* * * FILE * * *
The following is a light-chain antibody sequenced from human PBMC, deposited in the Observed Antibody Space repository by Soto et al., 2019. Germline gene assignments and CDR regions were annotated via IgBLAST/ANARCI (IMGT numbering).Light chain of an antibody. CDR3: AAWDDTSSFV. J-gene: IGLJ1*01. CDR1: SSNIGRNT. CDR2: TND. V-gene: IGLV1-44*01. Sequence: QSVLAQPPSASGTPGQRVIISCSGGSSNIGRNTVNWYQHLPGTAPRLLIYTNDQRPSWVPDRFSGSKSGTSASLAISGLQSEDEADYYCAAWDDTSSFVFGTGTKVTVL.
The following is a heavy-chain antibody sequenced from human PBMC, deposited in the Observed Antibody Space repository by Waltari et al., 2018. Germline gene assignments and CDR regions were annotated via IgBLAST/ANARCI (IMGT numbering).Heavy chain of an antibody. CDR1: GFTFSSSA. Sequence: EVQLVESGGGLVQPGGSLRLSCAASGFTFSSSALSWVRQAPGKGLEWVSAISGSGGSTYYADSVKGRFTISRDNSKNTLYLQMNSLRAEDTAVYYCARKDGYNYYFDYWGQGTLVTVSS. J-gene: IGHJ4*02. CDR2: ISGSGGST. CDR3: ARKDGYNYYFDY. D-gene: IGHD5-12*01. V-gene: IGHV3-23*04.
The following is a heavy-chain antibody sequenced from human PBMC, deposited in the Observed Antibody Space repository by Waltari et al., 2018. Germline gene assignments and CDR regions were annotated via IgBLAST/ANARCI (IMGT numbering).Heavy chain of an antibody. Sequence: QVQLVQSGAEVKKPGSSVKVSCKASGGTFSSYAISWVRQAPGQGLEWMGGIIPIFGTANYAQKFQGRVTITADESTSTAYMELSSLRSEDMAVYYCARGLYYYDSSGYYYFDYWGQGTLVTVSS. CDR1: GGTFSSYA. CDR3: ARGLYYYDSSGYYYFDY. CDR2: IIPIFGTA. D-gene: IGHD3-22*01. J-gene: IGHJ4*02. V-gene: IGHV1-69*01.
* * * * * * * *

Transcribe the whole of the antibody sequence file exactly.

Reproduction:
The following is a light-chain antibody sequenced from human PBMC, deposited in the Observed Antibody Space repository by Soto et al., 2019. Germline gene assignments and CDR regions were annotated via IgBLAST/ANARCI (IMGT numbering).Light chain of an antibody. CDR3: AAWDDTSSFV. J-gene: IGLJ1*01. CDR1: SSNIGRNT. CDR2: TND. V-gene: IGLV1-44*01. Sequence: QSVLAQPPSASGTPGQRVIISCSGGSSNIGRNTVNWYQHLPGTAPRLLIYTNDQRPSWVPDRFSGSKSGTSASLAISGLQSEDEADYYCAAWDDTSSFVFGTGTKVTVL.
The following is a heavy-chain antibody sequenced from human PBMC, deposited in the Observed Antibody Space repository by Waltari et al., 2018. Germline gene assignments and CDR regions were annotated via IgBLAST/ANARCI (IMGT numbering).Heavy chain of an antibody. CDR1: GFTFSSSA. Sequence: EVQLVESGGGLVQPGGSLRLSCAASGFTFSSSALSWVRQAPGKGLEWVSAISGSGGSTYYADSVKGRFTISRDNSKNTLYLQMNSLRAEDTAVYYCARKDGYNYYFDYWGQGTLVTVSS. J-gene: IGHJ4*02. CDR2: ISGSGGST. CDR3: ARKDGYNYYFDY. D-gene: IGHD5-12*01. V-gene: IGHV3-23*04.
The following is a heavy-chain antibody sequenced from human PBMC, deposited in the Observed Antibody Space repository by Waltari et al., 2018. Germline gene assignments and CDR regions were annotated via IgBLAST/ANARCI (IMGT numbering).Heavy chain of an antibody. Sequence: QVQLVQSGAEVKKPGSSVKVSCKASGGTFSSYAISWVRQAPGQGLEWMGGIIPIFGTANYAQKFQGRVTITADESTSTAYMELSSLRSEDMAVYYCARGLYYYDSSGYYYFDYWGQGTLVTVSS. CDR1: GGTFSSYA. CDR3: ARGLYYYDSSGYYYFDY. CDR2: IIPIFGTA. D-gene: IGHD3-22*01. J-gene: IGHJ4*02. V-gene: IGHV1-69*01.